Posted by: on August 11, 2004 10:31 PM

Since when is Rubies free? Thought there was a 10 day trial?

Anyway, there is definely a huge difference between player 'types' in MMORPGs. Comparing World of Warcraft stress test beta to ATITD is like night and day. When I played ATITD for a month or two, I felt like I was a lab-rat in some huge social experiment (and was glad to be a part of it :). Great GM help/interraction, players actually shape the game, and the community was more than helpful. Great experience.

Posted by: Aaron on September 9, 2004 4:36 PM

In regards to what Douglas said about learning to interact through a computer interface, I can easily see constant social contact becoming less important and contact through a computer filter becoming much more important. Obviously for the survival of our species social interaction is very important. But when you think about the energy and time required to travel, and when you think about rising energy costs. The idea of becoming an expert in communicating effectively with a computer between you and another person can become quite important. Just the observation of a bored college student (grin)

Posted by: Nickhexum01 on January 4, 2006 9:21 AM

Douglas said:
"Most of the learning process for children is social training. Putting a computer filter in between children and their peers or teachers is depriving them of the numerous and oftentimes painful lessons that can only be learned from real social contact."

That problem would arise if it was all gaming for an education. If it was limited, I think it'd be very helpful. It would teach students in general as well teach them to balance their real life and gaming life. Sometimes I think some geek is going to design a carbon freezing chamber that preserves brain functioning while his body is being preseved so that he can continually play in a virtual world for as long as it and the world exists. >_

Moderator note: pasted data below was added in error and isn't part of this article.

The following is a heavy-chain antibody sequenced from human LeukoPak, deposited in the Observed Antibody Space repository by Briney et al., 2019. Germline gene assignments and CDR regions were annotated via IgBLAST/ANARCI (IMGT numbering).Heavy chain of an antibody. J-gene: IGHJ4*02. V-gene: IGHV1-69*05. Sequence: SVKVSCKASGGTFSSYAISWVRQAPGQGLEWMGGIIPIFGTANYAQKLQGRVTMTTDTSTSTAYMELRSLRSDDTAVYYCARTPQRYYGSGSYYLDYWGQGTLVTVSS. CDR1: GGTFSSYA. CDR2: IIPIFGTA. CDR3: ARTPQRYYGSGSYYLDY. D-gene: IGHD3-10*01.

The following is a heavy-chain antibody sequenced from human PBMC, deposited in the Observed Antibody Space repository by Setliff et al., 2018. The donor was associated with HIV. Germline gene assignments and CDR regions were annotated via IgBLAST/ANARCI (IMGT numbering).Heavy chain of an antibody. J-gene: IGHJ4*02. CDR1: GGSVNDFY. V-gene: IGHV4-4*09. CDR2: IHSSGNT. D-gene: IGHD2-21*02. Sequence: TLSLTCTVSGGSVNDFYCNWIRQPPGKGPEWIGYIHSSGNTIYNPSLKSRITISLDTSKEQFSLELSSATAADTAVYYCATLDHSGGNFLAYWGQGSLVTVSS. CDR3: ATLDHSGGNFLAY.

Everything includes balance. Like with being a guild leader, it requires a balance of being friendly but disciplinary. This requires a balance of computer time and social time.
Although some classroom environments sometimes aren't very good socially because it's just kids listening to a teacher but that's only if it's made that way. Just as for this, it's only if it's made that way where students learn by playing a game.
I have been designing a sci-fi mmorpg for a few months now. You can design your ships and other objects that require physical designing. This could be encouraged in a computer guided design class. Maybe you can be scored on how well you design in general but also how well your design performs over another.
I have been contemplating making my own scientific system or basing it off of reality. Making my own would allow for tons of expansion, but whatever. If it was based off of the real universe, then it'd be perfect for a science class.

Posted by: Stephen on May 14, 2006 6:29 PM

Has anyone considered the uses in business surrounding Telecommuting and employee interaction? What about project realization and team building? This has greater applications than just play and learning.

Posted by: Maureen on May 24, 2007 4:40 PM

Hello Nick,

I just saw you on the Discovery Channel, and was facinated by your area of research. I'm currently working on my PhD in Organizational Behavior and am planning to write my dissertation on leadership in virtual teams, and the effects of virtual organizations on team relationships.

I'm very much interested in your research, specifically in the areas of building leadership and trust in virtual environments. I was wondering if you had any of your papers published, so that I might use some of your findings in my own research.

I look forward to hearing from you!

-Brandon

Posted by: Brandon on December 19, 2007 5:27 PM

Kick the tires and light the fires, probelm officially solved!

Posted by: Lavon on January 2, 2012 11:56 PM